My vote: No. He took a long time to amass those wins and that WAR. He wasn’t better than Morris or Jim Kaat or Luis Tiant for that matter.
Don Mattingly: “Donnie Baseball” was a popular player during his time. He was an MVP winner, nine-time Gold Glove winner and six-time All-Star finishing with a .307 career average before back problems ended his career prematurely.
But … Didn’t play long enough, had a relatively low WAR (42.2) and wasn’t really a power hitter at first base, which is always held against guys like him (ask Keith Hernandez).
My vote: Maybe, but too many ahead of him.
Marvin Miller: Was the head of the Major League Baseball Players Association and completely changed the game to give the players more labor power.
But … but nothing. He was incredibly important to the game’s history. The only way he doesn’t belong is if the Hall didn’t elect non-players, but it has and he is a glaring omission.
My vote: Yes.
Dale Murphy: The Braves centerfielder was seen as perhaps the best all-around player in the 1980s, earning back-to-back MVP awards, making nine All-Star teams and winning five Gold Gloves. Hit 398 home runs and in the top two for the 1980s in hits, home runs and RBIs. Member of the 30-30 club.
But … he lost it faster than any star in history, dropping off a cliff as the 1990s began after one of the most dominant decades by an outfielder.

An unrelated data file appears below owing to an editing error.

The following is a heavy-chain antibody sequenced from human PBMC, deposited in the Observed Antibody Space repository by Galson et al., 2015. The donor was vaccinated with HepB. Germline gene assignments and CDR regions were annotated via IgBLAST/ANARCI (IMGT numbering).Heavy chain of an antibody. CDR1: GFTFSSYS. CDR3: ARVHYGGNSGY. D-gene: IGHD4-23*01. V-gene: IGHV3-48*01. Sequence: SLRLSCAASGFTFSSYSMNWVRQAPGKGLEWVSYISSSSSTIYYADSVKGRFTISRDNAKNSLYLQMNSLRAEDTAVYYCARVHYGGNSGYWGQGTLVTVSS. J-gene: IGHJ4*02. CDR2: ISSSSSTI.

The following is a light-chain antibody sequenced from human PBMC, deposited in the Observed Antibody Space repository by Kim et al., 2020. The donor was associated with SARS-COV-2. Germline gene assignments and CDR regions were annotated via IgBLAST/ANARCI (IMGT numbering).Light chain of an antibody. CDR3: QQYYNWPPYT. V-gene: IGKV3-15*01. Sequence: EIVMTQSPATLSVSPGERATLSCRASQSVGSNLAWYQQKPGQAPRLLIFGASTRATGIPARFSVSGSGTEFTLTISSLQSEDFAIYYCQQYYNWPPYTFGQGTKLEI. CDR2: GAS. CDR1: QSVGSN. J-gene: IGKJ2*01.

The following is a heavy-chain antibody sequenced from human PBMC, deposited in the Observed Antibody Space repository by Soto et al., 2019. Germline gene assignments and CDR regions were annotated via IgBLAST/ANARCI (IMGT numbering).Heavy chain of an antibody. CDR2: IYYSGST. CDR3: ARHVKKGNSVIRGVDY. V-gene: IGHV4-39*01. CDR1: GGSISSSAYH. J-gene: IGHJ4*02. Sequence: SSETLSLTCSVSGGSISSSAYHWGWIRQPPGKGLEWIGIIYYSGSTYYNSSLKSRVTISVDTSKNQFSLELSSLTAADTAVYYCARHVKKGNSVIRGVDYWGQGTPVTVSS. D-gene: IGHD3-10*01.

My vote: Yes, he really was that dominant in the 80s.
Dave Parker: Was a two-time batting champion, MVP, seven-time All-Star and three-time Gold Glove winner. He had a cannon for an arm in right field and hit. 290 with 1,493 RBIs. He was a five-tool player.
But … He was a five-tool outfielder with a similar career to contemporaries Dave Winfield and Andre Dawson, who amassed more career milestones. … But the biggest thing is the 1980s cocaine issue in baseball, which Parker was a part of which definitely cost him votes because plenty of voters are looking for reasons not to vote for candidates.
My vote: Yes. I think if he didn’t have a cocaine issue, his vote total would have risen throughout his time on the writers ballot and he wouldn’t look like such a longshot.